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CA: Commercial Cannabis Farm Registration Ends Smoothly

Katelyn Baker

Well-Known Member
A last-day change in the application process that allowed people registering cannabis farms to turn in their paperwork and have it stamped by county workers for review at a later time relieved the anticipated crush of people trying to beat the deadline at 4 p.m. on Thursday.

Calaveras County Planning Director Peter Maurer was clearly relieved when his wristwatch passed the 4 p.m. mark. He said there appear to be as more than 700 applications and 25 percent of those might fail to pass muster.

As clocks throughout the county government center swept to 4 p.m. and beyond, an expected crush of applicants was absent. There was an orderly process of assembling paperwork and having it reviewed by volunteers organanized by the Calaveras Cannabis Alliance.

An orderly process on Thursday replaced a crush of applications on Tuesday. By Thursday, the process was streamlined to simply dropping off the paperwork, having it stamped and paying the $5,000 fee. Maurer said review would take place after the deadline.

Two tables were set up by volunteers: one outdoors in the courtyard and one just inside the front door. The final numbers could exceed by far an estimate of 200 registered commercial farmers that was put forward in mid-May by both the Planning Department and spokesmen for the CCA.

Just a day earlier, Planning Department personnel had estimated they only had 550 commercial marijuana farm registrations, spokesman Scott Speer said.

The final estimate more than triples Maurer's estimate of 200 registrants when the Board of Supervisors passed on urgency ordinance on May 10 to regulate medical cannabis production in Calaveras County.

"We're so busy that we're telling personal and caregiver growers to just stay away," Maurer said. "They can come back after the deadline. But for now we are absolutely slammed by commercial grow applicants."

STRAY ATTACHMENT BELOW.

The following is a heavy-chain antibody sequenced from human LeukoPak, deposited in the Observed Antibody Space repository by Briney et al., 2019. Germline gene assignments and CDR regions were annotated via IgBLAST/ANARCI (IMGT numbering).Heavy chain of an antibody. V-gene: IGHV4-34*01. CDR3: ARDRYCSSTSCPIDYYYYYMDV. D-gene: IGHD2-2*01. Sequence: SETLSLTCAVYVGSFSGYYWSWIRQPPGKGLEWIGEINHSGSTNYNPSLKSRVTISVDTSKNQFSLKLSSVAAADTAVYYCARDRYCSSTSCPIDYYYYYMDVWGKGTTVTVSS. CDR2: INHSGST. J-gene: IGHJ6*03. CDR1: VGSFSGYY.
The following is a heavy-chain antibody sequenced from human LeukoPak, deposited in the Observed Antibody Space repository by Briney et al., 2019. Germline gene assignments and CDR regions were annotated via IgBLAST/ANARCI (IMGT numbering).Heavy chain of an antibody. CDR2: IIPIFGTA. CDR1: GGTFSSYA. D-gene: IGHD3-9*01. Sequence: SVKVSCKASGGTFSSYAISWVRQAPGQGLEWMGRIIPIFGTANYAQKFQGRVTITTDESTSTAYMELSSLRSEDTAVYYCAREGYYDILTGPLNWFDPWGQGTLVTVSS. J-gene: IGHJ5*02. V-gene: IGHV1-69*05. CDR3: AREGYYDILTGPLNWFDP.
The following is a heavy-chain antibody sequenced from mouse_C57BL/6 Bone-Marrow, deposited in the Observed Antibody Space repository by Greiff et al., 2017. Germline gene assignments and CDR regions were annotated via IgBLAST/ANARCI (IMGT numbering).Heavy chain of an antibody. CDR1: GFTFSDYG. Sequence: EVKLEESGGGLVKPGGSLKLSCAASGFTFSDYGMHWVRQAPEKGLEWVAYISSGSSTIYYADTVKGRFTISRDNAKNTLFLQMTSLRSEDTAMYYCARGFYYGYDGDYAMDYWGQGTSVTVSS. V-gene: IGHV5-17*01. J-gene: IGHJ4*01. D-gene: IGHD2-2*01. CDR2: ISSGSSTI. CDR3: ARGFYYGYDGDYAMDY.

He said on Tuesday that while the courthouse lobby was jammed, his tiny front office at the Planning Department was also filled with people signing up just to get in line. The process began in the Planning Department lobby where growers started their paperwork.

Those growers who didn't register with the county by Thursday will be unable to get state permits that will be required in 2018. Without state permits, growers will not have access to commercial marijuana sales, which will be controlled by a system in which products are bar coded and tracked from farm to store.

The urgency ordinance to regulate Calaveras County medical cannabis production — both for commercial producers and personal and caregiver growers — requires a $5,000 registration fee for commercial farmers, along with a detailed and comprehensive application package.

When the board passed the ordinance, several supervisors, most of whom are normally impassive, displayed expressions of interest when Maurer suggested that if 200 people or firms registered that would mean $1 million delivered to the county coffers. By state law, the funds are limited to management, law enforcement and code enforcement of the urgency ordinance.

Estimates of the final number of commercial registrants have grown steadily since mid-May. In mid-June, a Planning Department spokeswoman said she would not be surprised at 250 registrants and last week, Calaveras Cannabis Alliance president Caslin Tomaszewski suggested a final number could be between 400 and 500.

The alliance has provided a series five of compliance workshops for commercial growers; the first was on June 6 and final workshop was held on June 22 at the San Andreas Town Hall. On June 22, Tomaszewski talked nearly 40 people through the county application process line by line.

At 500 registrants, the county's revenue from permits jumps to $2.5 million. If Maurer's prediction is correct, 600 to 700 registered growers would raise between $3 million and $3.5 million.

"Some are coming in with checks, but I've been here since this morning and most are bringing cash," said Sheriff's Reserve Officer Jack Chew.


News Moderator: Katelyn Baker 420 MAGAZINE ®
Full Article: Commercial Cannabis Farm Registration Ends Smoothly
Author: Terry Grillo
Contact: 209.754.3861
Photo Credit: Terry Grillo
Website: Calaveras Enterprise
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